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HIPAA and PHI

What is HIPAA?

HIPAA is the acronym for the Health Insurance Portability and Accountability Act that was passed by Congress in 1996.  HIPAA does the following:

  • Provides the ability to transfer and continue health insurance coverage for millions of American workers and their families when they change or lose their jobs;
  • Reduces health care fraud and abuse;
  • Mandates industry-wide standards for health care information on electronic billing and other processes; and
  • Requires the protection and confidential handling of protected health information

This page will focus on resources and information on the protection and confidential handling of protected health information.

Protection and Confidential Handling of Health Information

The HIPAA Privacy Rule requires health care providers and organizations, as well as their business associates, develop and follow procedures that ensure the confidentiality and security of protected health information (PHI) when it is transferred, received, handled, or shared.  This applies to all forms of PHI, including paper, oral, and electronic, etc.  Furthermore, only the minimum health information necessary to conduct business is to be used or shared.

The HIPAA Security Rule establishes national standards to protect individuals’ electronic personal health information that is created, received, used, or maintained by a covered entity. The Security Rule requires appropriate administrative, physical and technical safeguards to ensure the confidentiality, integrity, and security of electronic protected health information. 

Protected Health Information (PHI)

Protected Health Information (PHI) is any information about health status, provision of health care, or payment for health care that can be linked to a specific individual. This is interpreted rather broadly and includes any part of a patient's medical record or payment history. The following are considered identifier for PHI:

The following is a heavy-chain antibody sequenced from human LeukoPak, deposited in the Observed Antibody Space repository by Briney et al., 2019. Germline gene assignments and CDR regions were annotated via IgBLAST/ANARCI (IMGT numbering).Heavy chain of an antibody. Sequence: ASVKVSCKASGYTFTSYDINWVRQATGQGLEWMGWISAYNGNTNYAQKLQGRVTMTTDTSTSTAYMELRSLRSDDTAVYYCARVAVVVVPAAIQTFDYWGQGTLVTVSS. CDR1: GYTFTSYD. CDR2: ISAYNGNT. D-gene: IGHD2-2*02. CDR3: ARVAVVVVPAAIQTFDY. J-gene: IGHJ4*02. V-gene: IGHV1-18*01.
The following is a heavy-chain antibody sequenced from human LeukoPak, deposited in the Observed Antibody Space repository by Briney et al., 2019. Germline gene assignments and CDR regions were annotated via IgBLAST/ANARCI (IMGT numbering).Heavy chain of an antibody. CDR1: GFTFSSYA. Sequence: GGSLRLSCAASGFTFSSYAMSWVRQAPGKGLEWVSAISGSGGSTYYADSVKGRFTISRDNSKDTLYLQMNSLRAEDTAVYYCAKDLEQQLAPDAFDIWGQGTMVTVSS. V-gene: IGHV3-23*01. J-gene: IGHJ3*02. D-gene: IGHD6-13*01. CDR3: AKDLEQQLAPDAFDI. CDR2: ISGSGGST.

1. Names;
2. All geographical subdivisions smaller than a State, including street address, city, county, precinct, zip code, and their equivalent geocodes, except for the initial three digits of a zip code, if according to the current publicly available data from the Bureau of the Census: (1) The geographic unit formed by combining all zip codes with the same three initial digits contains more than 20,000 people; and (2) The initial three digits of a zip code for all such geographic units containing 20,000 or fewer people is changed to 000.
3. All elements of dates (except year) for dates directly related to an individual, including birth date, admission date, discharge date, date of death; and all ages over 89 and all elements of dates (including year) indicative of such age, except that such ages and elements may be aggregated into a single category of age 90 or older;
4. Phone numbers;
5. Fax numbers;
6. Electronic mail addresses;
7. Social Security numbers;
8. Medical record numbers;
9. Health plan beneficiary numbers;
10. Account numbers;
11. Certificate/license numbers;
12. Vehicle identifiers and serial numbers, including license plate numbers;
13. Device identifiers and serial numbers;
14. Web Universal Resource Locators (URLs);
15. Internet Protocol (IP) address numbers;
16. Biometric identifiers, including finger and voice prints;
17. Full face photographic images and any comparable images; and
18. Any other unique identifying number, characteristic, or code (note this does not mean the unique code assigned by the investigator to code the data)

De-identification of PHI

PHI is often sought out in datasets for de-identification before researchers share the dataset publicly. When researchers remove PHI from a dataset they do so in an attempt to preserve privacy for research participants. Key points for de-identification include:

  • De-identified health information, as described in the Privacy Rule, is not PHI, and thus is not protected by the Privacy Rule.
  • PHI may be used and disclosed for research with an individual's written permission in the form of an Authorization.
  • PHI may be used and disclosed for research without an Authorization in limited circumstances: Under a waiver of the Authorization requirement, as a limited data set with a data use agreement, preparatory to research, and for research on decedents' information.

Additional information is available on the National Institutes of Health HIPAA page for research guidance.

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